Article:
In 2003, the whole world watched, awestruck, as American forces overthrew the regime of Saddam Hussein. After 35 years of dictatorship and war, the Iraqi people dusted off their hopes for economic prosperity and a democratic nation. Unfortunately, despite their expectations of the “future Iraq,” citizens found themselves being hurled, once again, into disappointment and chagrin.
Kasim Abid, director of Life After the Fall, offers a thorough psychological portrait of the first four years after the fall of Baghdad. Because he interviews his own middle-class Iraqi family, they are uninhibited in front of the camera and allow Abid to document all aspects of their life and family interactions: celebrations, funerals, and employment.
The director takes a step beyond the gore and destruction of the Iraq war and focuses on the mental impact it has had on the country’s people. He covers issues such as abounding unemployment, religious tensions, political corruption, and terrorism, through the personal anecdotes of his extended family.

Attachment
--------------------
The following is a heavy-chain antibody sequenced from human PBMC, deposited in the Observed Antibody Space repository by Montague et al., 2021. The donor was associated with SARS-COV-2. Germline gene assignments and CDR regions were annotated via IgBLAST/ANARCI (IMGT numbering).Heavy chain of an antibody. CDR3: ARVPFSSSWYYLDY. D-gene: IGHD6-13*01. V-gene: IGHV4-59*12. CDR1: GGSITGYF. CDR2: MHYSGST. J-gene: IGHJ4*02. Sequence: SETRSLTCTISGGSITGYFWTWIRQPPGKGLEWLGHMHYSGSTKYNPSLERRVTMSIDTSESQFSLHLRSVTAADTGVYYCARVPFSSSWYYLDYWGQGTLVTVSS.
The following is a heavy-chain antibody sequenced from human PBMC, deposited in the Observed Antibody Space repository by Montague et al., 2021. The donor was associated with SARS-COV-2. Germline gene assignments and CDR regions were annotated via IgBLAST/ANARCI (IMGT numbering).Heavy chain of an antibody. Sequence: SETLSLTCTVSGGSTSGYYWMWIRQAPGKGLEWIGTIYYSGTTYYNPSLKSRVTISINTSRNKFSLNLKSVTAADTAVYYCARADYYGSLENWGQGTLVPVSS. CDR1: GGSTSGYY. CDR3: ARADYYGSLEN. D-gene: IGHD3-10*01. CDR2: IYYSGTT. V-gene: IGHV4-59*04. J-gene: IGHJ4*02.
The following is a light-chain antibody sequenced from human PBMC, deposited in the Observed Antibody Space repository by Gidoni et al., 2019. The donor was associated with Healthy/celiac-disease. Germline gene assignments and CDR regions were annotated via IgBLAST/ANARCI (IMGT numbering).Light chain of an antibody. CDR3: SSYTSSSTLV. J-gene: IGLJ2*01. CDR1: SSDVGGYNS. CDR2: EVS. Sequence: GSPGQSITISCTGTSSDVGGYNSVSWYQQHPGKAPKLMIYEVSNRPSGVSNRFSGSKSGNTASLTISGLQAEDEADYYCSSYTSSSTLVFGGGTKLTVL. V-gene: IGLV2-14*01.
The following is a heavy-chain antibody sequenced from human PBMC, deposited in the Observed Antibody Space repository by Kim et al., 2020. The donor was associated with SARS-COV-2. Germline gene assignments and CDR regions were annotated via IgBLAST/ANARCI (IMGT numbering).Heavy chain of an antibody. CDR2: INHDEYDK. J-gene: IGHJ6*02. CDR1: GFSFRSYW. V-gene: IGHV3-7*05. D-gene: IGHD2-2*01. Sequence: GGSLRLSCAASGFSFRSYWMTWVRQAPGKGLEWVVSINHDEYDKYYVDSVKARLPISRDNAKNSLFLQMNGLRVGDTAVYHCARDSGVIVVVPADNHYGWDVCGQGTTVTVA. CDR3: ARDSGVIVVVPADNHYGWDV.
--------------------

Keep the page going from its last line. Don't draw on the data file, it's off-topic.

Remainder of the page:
As the film progresses, so does the depth of the heartache and the desperation among Abid’s family members. Life After the Fall humanizes the people in the country that has been the subject of endless discussion and scrutiny in the media.
If your heartstrings are ready for a few yanks, take this cinematic voyage through Iraq as it hopscotches from one despotic rule to the next.
Head to the Cinémathèque québécoise on November 22 for a screening of Life After the Fall.